WASHINGTON, D.C. — The following statement was issued by David Mitchell, a cancer patient and founder of Patients For Affordable Drugs Now, in response to the Senate Judiciary Committee’s bipartisan, unanimous passage of a package of four bills that would lower drug prices and promote innovation by curbing anticompetitive behavior by pharmaceutical corporations:
“We applaud Chairman Durbin, Ranking Member Grassley, and members of the Senate Judiciary Committee for passing legislation to crack down on anticompetitive drug industry practices and strengthen incentives for true biomedical innovation. This package of bills takes important steps to address abuses of our patent system that inhibit innovation, block competition, and allow drug corporations to raise prices without restraint.
“Today’s unanimous vote also lends important momentum to the larger work in Congress to fix our broken drug pricing system. We will continue to work with Congress this year to enact other needed reforms, including allowing Medicare to negotiate lower drug prices for all Americans.”
WASHINGTON, D.C. — Patients For Affordable Drugs founder David Mitchell will tell his story of living with incurable blood cancer and will debunk Big Pharma’s claim that patients won’t get innovative drugs without paying high prices at a 10:00 AM hearing today on rising drug prices.
Read his full testimony here.
Mitchell’s testimony will highlight stories of patients skipping doses and going into debt to afford rising prescription drug prices. And he’ll focus on the fact that right now, nearly 1 in 3 adults report not taking their medicines as prescribed because of the cost. He’ll also discuss three legislative solutions to fix our broken system:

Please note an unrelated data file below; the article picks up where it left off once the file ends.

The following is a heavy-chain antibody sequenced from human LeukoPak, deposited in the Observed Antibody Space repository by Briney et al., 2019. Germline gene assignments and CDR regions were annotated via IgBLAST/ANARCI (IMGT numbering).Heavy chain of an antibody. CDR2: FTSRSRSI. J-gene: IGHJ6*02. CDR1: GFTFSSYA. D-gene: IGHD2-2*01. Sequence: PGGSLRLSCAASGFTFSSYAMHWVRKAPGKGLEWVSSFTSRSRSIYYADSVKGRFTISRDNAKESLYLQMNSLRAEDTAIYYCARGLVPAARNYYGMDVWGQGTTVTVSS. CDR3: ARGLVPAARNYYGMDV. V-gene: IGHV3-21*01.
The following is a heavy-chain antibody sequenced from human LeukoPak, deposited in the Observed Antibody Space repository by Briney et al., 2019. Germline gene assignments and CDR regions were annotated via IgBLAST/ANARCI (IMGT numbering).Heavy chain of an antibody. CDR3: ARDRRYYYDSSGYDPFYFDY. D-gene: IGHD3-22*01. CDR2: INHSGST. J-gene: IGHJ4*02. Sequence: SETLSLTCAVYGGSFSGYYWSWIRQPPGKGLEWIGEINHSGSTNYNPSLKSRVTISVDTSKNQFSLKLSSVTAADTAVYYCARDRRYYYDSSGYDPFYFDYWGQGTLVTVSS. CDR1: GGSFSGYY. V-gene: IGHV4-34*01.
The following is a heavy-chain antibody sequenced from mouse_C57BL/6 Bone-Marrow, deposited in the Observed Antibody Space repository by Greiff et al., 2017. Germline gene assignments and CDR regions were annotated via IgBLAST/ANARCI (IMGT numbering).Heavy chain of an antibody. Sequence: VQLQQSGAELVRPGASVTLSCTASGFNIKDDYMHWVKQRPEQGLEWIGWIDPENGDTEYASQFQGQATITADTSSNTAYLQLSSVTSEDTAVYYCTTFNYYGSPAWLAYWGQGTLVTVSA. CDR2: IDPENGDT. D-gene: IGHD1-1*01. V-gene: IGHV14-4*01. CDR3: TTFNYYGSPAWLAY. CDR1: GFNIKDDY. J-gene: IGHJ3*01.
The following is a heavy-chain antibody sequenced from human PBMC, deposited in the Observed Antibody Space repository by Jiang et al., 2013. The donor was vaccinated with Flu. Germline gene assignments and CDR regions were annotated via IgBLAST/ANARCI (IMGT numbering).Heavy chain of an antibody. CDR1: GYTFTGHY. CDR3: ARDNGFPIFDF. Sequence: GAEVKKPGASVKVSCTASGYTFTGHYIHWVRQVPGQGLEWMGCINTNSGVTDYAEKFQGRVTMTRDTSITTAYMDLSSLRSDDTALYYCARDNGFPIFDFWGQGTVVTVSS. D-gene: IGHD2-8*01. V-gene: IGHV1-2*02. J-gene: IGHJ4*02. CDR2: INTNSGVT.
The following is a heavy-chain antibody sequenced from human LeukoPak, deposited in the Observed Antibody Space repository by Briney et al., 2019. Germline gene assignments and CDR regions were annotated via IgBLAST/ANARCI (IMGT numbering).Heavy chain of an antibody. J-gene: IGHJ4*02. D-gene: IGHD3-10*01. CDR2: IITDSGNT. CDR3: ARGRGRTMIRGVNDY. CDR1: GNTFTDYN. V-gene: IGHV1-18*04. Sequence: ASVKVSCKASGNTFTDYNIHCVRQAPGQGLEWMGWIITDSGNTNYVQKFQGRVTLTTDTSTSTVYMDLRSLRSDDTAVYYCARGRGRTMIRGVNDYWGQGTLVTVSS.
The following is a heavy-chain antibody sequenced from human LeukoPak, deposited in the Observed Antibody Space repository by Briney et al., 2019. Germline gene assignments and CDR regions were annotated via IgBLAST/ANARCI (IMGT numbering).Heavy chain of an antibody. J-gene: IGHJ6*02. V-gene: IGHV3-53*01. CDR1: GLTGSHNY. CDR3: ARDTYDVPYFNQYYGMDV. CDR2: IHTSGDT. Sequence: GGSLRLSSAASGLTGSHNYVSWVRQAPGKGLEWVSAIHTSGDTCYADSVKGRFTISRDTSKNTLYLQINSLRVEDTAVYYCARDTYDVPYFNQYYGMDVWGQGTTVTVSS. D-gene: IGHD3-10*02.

Key Points From Mitchell’s Testimony:
Patients For Affordable Drugs is a national patient organization focused exclusively on policies to lower prescription drug prices. We amplify the voices of Americans struggling under crushing drug prices to make policymakers and elected officials see the heavy toll of high-priced drugs. Patients For Affordable Drugs does not accept contributions from any organizations that profit from the development or distribution of prescription drugs.
WASHINGTON, D.C. — On Tuesday, May 7 at 10:00 AM, Patients For Affordable Drugs Founder David Mitchell will testify before the Senate Judiciary Committee during a hearing on rising prescription drug prices.
Mitchell will discuss his journey as a patient with incurable blood cancer and will offer a number of solutions to lower drug prices. He will encourage bipartisan action to address this issue, including reforming the country’s patent laws, ending the days of monopoly pricing power without taxpayer negotiations, and forcing transparency from drug middlemen.
WHAT: Full Senate Judiciary Committee Hearing, “Intellectual Property and the Price of Prescription Drugs: Balancing Innovation and Competition”
WHEN: Tuesday, May 7 at 10:00 AM
WHERE: Dirksen Senate Office Building 226, or watch online
Joshua D. Barker, Director of the South Carolina Department of Health and Human Services
David Mitchell, President and Founder of Patients For Affordable Drugs
James Stansel, Executive Vice President and General Counsel of the Pharmaceutical Research and Manufacturers of America
Michael Carrier, Professor of law at Rutgers Law School
David S. Olson, Associate Professor at Boston College Law School
WASHINGTON, D.C. — Patients For Affordable Drugs Now applauded and thanked the Senate Judiciary Committee for passing the bipartisan CREATES Act — a bill that aims to lower drug prices by speeding generics to market. In response to the committee voting 16 to 5 to move the bill for consideration by the full Senate, Executive Director Ben Wakana issued the following statement:
“Months of intense opposition from Big Pharma could not kill this bill, and nothing will stop patients from demanding solutions like the CREATES Act to lower drug prices. Chairman Grassley, Senator Leahy, and all committee members voting yes deserve credit for fighting for patients today. Drug corporations should stop safeguarding bad actors and instead focus on getting affordable medicine to Americans who need it.”